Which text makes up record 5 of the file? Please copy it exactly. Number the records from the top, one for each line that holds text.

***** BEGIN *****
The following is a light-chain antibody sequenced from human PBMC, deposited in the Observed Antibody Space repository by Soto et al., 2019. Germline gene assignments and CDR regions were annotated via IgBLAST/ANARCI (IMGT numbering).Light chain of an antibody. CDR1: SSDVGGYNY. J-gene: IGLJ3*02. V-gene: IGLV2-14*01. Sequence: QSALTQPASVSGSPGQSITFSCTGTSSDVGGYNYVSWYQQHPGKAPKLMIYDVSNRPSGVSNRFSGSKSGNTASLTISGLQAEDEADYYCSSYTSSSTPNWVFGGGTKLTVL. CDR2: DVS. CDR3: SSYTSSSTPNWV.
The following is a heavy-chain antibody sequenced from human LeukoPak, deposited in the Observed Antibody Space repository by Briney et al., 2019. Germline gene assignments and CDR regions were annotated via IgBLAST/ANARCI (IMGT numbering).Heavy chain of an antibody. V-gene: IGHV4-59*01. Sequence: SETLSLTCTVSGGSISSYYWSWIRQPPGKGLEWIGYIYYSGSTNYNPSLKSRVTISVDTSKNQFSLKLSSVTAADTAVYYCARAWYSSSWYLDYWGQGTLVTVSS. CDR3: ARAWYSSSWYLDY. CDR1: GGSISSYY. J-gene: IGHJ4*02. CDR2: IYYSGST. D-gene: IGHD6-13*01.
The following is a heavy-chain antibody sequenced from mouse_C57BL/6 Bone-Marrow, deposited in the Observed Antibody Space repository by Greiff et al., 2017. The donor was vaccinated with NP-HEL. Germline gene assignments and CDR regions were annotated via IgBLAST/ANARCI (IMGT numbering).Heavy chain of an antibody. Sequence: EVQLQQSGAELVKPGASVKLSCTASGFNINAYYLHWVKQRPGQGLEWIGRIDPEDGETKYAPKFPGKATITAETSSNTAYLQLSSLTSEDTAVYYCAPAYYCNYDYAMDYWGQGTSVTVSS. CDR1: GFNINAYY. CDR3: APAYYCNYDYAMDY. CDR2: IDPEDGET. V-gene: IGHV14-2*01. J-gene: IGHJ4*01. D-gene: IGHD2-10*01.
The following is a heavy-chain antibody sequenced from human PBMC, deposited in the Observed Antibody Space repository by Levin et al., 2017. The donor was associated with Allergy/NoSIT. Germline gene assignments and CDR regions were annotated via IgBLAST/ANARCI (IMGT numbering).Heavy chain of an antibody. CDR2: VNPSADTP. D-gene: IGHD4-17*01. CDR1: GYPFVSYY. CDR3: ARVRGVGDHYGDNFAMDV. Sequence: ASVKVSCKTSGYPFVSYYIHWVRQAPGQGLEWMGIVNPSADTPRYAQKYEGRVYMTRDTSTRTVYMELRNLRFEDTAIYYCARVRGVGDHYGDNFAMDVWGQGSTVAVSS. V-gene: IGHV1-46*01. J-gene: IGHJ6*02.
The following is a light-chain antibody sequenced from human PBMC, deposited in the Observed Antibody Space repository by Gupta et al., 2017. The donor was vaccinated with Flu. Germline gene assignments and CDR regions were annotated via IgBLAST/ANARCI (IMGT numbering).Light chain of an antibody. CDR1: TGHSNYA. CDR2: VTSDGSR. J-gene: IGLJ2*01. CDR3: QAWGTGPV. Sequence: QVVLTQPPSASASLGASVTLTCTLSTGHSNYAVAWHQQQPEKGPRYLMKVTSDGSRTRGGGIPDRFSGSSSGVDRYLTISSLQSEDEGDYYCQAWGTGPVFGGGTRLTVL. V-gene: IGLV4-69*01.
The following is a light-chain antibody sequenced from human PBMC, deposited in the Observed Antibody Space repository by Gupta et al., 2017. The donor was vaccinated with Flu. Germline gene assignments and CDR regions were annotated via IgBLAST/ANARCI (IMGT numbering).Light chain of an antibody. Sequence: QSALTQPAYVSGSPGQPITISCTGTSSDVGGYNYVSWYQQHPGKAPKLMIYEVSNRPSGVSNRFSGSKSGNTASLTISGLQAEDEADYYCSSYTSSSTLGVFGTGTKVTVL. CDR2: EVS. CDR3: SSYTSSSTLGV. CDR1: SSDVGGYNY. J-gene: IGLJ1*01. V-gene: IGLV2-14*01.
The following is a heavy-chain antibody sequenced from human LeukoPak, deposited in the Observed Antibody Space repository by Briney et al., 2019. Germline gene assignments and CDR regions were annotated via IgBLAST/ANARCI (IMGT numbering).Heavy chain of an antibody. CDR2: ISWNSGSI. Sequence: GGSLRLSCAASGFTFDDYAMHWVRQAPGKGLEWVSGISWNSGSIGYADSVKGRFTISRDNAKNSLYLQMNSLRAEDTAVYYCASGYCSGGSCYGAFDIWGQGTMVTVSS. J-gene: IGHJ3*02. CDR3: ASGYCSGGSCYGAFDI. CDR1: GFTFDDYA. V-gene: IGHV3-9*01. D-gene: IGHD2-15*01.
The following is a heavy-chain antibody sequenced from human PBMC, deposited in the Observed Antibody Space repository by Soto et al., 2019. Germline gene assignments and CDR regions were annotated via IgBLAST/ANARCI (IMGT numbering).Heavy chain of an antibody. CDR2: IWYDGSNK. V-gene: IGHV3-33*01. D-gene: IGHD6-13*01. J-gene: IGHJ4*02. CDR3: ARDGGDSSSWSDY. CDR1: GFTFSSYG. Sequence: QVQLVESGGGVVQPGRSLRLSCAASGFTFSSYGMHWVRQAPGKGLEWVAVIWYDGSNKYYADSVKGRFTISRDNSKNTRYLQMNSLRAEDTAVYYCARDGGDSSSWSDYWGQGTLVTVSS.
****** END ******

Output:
The following is a light-chain antibody sequenced from human PBMC, deposited in the Observed Antibody Space repository by Gupta et al., 2017. The donor was vaccinated with Flu. Germline gene assignments and CDR regions were annotated via IgBLAST/ANARCI (IMGT numbering).Light chain of an antibody. CDR1: TGHSNYA. CDR2: VTSDGSR. J-gene: IGLJ2*01. CDR3: QAWGTGPV. Sequence: QVVLTQPPSASASLGASVTLTCTLSTGHSNYAVAWHQQQPEKGPRYLMKVTSDGSRTRGGGIPDRFSGSSSGVDRYLTISSLQSEDEGDYYCQAWGTGPVFGGGTRLTVL. V-gene: IGLV4-69*01.